The last column was about the oddity of places no longer here but that still live on in people’s minds. Those are generally of the local and small-scale: a shop or block of apartments or a cinema or a park. The same thought process, however, can apply on a much grander scale, to whole countries, those which no longer can be found on a map of the world but which still inhabit imagination and songs. Some sound so romantic you can hardly believe they were real places. Like Bohemia – imagine living there. You could probably lie on a sofa all day reading a French novel and drinking absinthe out of the bottle. Reference was made in an earlier column to the continuing allure of Siam in songs – probably in many mental maps being somewhere east of Shangri-La rather than being the more prosaic Thailand. The Beatles’ Back in the USSR is now a historical statement. Johnny Wakelin’s 1976 hit about Muhammad Ali, In Zaire, would have to be re-released as In the Democratic Republic of the Congo. There was Cat Steven’s pre-Sri Lankan Ceylon City. Then there is, of course, an example nearer to home, with Yugoslavia – which was slowly broken up from the mid-1990’s and had vanished from maps of Europe by 2003.
One of the striking things about songs about Yugoslavia, and also about the countries that emerged from its breaking-up, is the bleakness of many of them, coming from the period of the Balkan conflicts. One of the best known is The Cranberries’ Bosnia, from 1996, one of those songs whose good intentions is marred by clumsy lyrics :’Bosnia was so unkind, Sarajevo changed my mind’. Like Culture Club’s War Song -‘ war is stupid, people are stupid’. (These are different from another group of songs whose lyrics can actually seem at odds with the supposed overall theme. Take, for example, the 1970 hit by Blue Mink, Melting Pot, a song about multi-cultural harmony by a group of session players that included soul singer Madeline Bell and with a second verse starting ‘Mm, curly latin kinkies, mixed with yellow Chinkees’. Or Siouxsie and the Banshees’ 1978 ode to a Chislehurst Chinese takeaway, Hong Kong Garden, which Siouxsie described as a tribute to the restaurant staff being harassed by National Front skinheads - ‘Slanted eyes meet a new sunrise, a race of bodies small in size, chicken chow mein and chop suey’ ..).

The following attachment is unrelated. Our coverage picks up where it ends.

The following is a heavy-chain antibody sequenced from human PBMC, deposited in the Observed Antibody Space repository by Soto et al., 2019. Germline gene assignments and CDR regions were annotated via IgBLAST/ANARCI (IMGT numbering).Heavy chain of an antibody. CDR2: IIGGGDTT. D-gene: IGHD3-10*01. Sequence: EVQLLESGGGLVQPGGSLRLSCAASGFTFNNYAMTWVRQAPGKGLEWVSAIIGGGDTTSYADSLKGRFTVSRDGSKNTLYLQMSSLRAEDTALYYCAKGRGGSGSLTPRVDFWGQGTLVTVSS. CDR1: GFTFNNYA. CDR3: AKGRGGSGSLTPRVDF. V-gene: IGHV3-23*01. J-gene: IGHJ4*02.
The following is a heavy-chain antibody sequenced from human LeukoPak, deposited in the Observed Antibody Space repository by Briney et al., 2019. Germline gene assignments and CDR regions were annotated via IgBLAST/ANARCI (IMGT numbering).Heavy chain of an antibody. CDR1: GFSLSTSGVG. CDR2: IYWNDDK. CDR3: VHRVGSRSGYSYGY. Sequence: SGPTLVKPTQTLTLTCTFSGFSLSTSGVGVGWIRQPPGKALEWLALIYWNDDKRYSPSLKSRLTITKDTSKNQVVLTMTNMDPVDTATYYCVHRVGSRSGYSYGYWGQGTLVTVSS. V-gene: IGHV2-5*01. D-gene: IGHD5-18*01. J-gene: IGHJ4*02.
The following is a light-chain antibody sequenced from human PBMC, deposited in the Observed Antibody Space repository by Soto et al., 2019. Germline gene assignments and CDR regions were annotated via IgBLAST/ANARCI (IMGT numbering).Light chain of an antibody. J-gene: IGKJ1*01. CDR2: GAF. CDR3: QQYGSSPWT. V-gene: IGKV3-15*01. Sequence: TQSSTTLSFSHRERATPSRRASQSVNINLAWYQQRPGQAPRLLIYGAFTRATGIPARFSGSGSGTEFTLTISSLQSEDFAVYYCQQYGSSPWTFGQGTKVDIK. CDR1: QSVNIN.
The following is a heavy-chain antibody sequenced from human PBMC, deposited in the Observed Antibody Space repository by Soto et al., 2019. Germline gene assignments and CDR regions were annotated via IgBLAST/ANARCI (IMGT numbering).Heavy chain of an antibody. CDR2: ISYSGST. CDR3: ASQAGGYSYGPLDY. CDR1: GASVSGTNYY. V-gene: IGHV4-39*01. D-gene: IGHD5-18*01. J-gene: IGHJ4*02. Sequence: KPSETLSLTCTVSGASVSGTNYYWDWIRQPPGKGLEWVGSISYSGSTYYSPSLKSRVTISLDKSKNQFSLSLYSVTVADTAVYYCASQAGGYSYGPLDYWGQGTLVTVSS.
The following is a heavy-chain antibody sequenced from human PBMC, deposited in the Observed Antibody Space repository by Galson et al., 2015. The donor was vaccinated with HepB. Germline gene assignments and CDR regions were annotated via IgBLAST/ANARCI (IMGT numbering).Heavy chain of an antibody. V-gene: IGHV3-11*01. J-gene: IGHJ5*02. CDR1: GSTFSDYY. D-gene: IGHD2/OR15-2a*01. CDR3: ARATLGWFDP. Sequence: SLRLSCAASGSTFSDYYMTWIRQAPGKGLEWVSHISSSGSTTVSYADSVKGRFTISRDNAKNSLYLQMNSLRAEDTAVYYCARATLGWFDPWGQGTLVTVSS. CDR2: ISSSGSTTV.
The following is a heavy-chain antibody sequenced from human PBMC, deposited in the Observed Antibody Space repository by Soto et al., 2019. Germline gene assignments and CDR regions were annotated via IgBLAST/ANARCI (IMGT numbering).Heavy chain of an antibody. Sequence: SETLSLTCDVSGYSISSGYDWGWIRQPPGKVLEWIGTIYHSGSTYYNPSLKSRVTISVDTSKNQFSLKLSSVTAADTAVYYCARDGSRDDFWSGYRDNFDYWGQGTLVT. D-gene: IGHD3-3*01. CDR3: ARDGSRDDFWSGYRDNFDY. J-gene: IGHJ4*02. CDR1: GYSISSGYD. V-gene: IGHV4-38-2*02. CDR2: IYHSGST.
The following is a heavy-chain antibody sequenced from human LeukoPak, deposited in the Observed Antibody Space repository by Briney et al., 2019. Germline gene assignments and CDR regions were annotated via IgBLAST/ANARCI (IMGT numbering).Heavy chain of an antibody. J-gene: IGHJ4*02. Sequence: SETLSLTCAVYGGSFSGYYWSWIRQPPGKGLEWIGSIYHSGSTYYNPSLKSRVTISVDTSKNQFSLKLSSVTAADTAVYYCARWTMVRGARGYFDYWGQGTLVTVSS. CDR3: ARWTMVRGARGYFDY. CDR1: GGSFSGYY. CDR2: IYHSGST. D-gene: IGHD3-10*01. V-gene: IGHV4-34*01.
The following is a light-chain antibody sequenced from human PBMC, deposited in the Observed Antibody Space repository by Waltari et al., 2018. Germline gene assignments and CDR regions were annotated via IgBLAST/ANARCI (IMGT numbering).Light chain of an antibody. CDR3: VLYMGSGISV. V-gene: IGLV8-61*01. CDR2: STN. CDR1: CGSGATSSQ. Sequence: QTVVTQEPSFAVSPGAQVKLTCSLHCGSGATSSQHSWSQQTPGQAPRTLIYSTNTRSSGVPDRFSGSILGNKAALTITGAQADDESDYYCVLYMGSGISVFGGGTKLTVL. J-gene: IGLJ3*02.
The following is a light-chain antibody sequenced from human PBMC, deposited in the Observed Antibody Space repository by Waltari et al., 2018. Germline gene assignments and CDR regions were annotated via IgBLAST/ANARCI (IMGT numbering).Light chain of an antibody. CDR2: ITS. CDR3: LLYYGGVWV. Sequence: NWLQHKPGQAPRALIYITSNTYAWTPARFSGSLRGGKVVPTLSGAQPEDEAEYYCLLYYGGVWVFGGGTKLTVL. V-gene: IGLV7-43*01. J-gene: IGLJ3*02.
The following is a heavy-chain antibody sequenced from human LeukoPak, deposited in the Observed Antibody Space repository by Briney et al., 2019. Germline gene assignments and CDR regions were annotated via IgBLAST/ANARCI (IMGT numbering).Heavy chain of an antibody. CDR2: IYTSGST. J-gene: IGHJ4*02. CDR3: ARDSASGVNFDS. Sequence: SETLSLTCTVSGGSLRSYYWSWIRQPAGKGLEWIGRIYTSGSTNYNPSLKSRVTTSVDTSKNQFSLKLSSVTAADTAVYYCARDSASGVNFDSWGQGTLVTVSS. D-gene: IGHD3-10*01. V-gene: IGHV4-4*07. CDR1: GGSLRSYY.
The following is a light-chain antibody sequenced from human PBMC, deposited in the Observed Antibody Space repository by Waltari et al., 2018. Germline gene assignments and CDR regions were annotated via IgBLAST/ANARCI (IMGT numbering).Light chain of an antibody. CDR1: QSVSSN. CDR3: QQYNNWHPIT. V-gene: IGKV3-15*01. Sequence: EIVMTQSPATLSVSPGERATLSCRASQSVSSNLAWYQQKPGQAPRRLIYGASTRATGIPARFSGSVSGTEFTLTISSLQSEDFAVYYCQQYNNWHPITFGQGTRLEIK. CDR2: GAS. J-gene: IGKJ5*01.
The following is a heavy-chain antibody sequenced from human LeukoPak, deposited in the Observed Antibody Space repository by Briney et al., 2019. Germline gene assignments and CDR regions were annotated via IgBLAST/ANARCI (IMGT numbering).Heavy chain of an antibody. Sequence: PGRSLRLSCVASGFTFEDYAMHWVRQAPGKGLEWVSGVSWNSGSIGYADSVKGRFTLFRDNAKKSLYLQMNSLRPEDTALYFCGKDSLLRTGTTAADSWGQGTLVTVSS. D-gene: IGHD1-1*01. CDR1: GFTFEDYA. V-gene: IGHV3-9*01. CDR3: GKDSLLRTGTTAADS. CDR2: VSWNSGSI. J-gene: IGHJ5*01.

Other songs about Yugoslavia have been as equally dark as Bosnia. They have included the forceful Yugoslavia by Tatu about the NATO bombing of Serbia - ‘For the death during the spring rain, For that I never came to your rescue ,Forgive me my sister, Yugoslavia...’ - and Dubrovnik is Burning by the Croatian Liberation Front (an American-Croatian rap group). And the song here , Lyla ,by Cocorosie from their 2004 album La Maison de Mon Reve, the song title inspired by the film Lilya-4-Ever, about a teenage girl from Estonia forced into prostitution.(Note the track is not distorted, it is supposed to sound like this!).
Cocorosie are 2 American-born sisters based in Paris whose work tends to the experimental – few conventional musical instruments are used - and is perhaps best listened to in small doses. What keeps this track this side of irritatingly discordant is the overall sense of resignation and bleakness from the lyrics and tone - the sound of tower blocks and graffiti - combined with vocals that seem dreamlike to the point of drifting away: one reviewer described their sound as the sort of voices you might hear coming through at a séance. As the ‘It’s not Yugoslavia,’ refrain comes round you can almost see the country dissolving in front of your eyes. There goes Croatia, Bosnia, Macedonia, Slovenia, here comes the capitalism of MacDonalds and child prostitution. ‘It’s hardly Yugoslavia at all’.
As it happens, my own images and memories are very different from the ones of the song, or any of those mentioned above. Dubrovnik in 2002 was not burning any more but appeared as a fairy - book medieval walled town of winding alleys and archways, the newer tiles on the redbrick roofs marking where rockets had landed ten years before. On the Trebizat River in Bosnia and Herzegovina, the pastoral scenery of overhanging trees and flowers and butterflies could have been an English river in Surrey or Oxfordshire, a surreal thought at the time when put against the Cranberries' song. Hardly Yugoslavia at all.